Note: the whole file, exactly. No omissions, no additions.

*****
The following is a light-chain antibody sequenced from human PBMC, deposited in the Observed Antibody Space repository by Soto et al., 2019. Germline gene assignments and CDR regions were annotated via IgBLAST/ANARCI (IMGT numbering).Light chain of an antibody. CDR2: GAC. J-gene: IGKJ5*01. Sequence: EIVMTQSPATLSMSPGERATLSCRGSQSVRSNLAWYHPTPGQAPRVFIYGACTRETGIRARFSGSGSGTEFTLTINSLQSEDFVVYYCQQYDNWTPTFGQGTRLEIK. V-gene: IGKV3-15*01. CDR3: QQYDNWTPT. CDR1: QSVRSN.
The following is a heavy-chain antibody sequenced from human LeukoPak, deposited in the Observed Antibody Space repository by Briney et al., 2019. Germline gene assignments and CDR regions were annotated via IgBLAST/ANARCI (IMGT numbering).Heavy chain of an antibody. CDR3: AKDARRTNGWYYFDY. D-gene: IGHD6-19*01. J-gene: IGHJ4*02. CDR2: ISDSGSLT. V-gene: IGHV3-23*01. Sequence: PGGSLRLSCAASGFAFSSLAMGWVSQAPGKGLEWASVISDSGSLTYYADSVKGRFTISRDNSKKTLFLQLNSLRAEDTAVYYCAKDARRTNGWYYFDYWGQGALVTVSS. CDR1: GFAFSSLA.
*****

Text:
The following is a light-chain antibody sequenced from human PBMC, deposited in the Observed Antibody Space repository by Soto et al., 2019. Germline gene assignments and CDR regions were annotated via IgBLAST/ANARCI (IMGT numbering).Light chain of an antibody. CDR2: GAC. J-gene: IGKJ5*01. Sequence: EIVMTQSPATLSMSPGERATLSCRGSQSVRSNLAWYHPTPGQAPRVFIYGACTRETGIRARFSGSGSGTEFTLTINSLQSEDFVVYYCQQYDNWTPTFGQGTRLEIK. V-gene: IGKV3-15*01. CDR3: QQYDNWTPT. CDR1: QSVRSN.
The following is a heavy-chain antibody sequenced from human LeukoPak, deposited in the Observed Antibody Space repository by Briney et al., 2019. Germline gene assignments and CDR regions were annotated via IgBLAST/ANARCI (IMGT numbering).Heavy chain of an antibody. CDR3: AKDARRTNGWYYFDY. D-gene: IGHD6-19*01. J-gene: IGHJ4*02. CDR2: ISDSGSLT. V-gene: IGHV3-23*01. Sequence: PGGSLRLSCAASGFAFSSLAMGWVSQAPGKGLEWASVISDSGSLTYYADSVKGRFTISRDNSKKTLFLQLNSLRAEDTAVYYCAKDARRTNGWYYFDYWGQGALVTVSS. CDR1: GFAFSSLA.